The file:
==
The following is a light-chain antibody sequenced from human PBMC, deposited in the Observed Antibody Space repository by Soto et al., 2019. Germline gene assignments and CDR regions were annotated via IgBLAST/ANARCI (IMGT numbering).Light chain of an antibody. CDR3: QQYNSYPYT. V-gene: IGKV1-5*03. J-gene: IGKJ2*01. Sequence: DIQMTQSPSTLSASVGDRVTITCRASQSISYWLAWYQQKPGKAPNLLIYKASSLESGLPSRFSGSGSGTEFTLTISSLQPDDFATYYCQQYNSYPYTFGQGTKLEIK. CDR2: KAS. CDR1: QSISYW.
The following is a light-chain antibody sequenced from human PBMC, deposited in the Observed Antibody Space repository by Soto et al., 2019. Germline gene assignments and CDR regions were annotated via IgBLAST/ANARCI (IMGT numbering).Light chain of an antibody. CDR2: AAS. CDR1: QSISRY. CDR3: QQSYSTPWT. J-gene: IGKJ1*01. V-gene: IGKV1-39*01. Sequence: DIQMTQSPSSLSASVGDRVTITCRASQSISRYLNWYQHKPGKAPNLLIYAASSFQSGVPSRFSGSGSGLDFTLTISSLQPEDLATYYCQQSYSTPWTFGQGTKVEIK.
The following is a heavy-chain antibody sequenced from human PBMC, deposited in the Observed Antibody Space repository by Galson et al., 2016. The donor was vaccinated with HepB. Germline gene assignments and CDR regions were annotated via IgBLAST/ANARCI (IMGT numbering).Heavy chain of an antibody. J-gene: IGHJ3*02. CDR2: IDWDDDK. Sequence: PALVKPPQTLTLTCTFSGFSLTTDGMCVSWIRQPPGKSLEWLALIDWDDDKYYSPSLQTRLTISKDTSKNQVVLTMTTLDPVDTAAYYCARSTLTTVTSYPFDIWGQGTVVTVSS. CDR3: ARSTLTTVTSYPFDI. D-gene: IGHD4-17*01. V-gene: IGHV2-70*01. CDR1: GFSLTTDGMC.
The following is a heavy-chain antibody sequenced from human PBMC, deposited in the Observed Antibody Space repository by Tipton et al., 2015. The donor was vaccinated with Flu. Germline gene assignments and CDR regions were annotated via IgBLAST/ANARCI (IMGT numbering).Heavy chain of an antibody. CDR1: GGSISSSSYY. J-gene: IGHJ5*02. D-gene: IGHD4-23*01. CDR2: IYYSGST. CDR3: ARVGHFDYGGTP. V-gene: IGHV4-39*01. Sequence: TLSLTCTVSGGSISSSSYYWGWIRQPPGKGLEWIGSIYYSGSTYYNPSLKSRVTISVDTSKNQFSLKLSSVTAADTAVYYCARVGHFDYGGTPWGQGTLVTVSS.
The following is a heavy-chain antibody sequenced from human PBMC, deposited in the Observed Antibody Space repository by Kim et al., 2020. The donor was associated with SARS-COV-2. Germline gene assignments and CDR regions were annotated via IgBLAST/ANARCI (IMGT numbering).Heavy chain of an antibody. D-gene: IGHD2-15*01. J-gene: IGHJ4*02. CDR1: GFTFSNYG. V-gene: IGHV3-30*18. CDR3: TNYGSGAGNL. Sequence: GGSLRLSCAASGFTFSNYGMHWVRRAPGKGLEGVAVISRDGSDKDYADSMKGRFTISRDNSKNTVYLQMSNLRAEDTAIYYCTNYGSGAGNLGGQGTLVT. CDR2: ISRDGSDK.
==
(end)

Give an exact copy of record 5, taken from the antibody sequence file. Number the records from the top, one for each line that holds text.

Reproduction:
The following is a heavy-chain antibody sequenced from human PBMC, deposited in the Observed Antibody Space repository by Kim et al., 2020. The donor was associated with SARS-COV-2. Germline gene assignments and CDR regions were annotated via IgBLAST/ANARCI (IMGT numbering).Heavy chain of an antibody. D-gene: IGHD2-15*01. J-gene: IGHJ4*02. CDR1: GFTFSNYG. V-gene: IGHV3-30*18. CDR3: TNYGSGAGNL. Sequence: GGSLRLSCAASGFTFSNYGMHWVRRAPGKGLEGVAVISRDGSDKDYADSMKGRFTISRDNSKNTVYLQMSNLRAEDTAIYYCTNYGSGAGNLGGQGTLVT. CDR2: ISRDGSDK.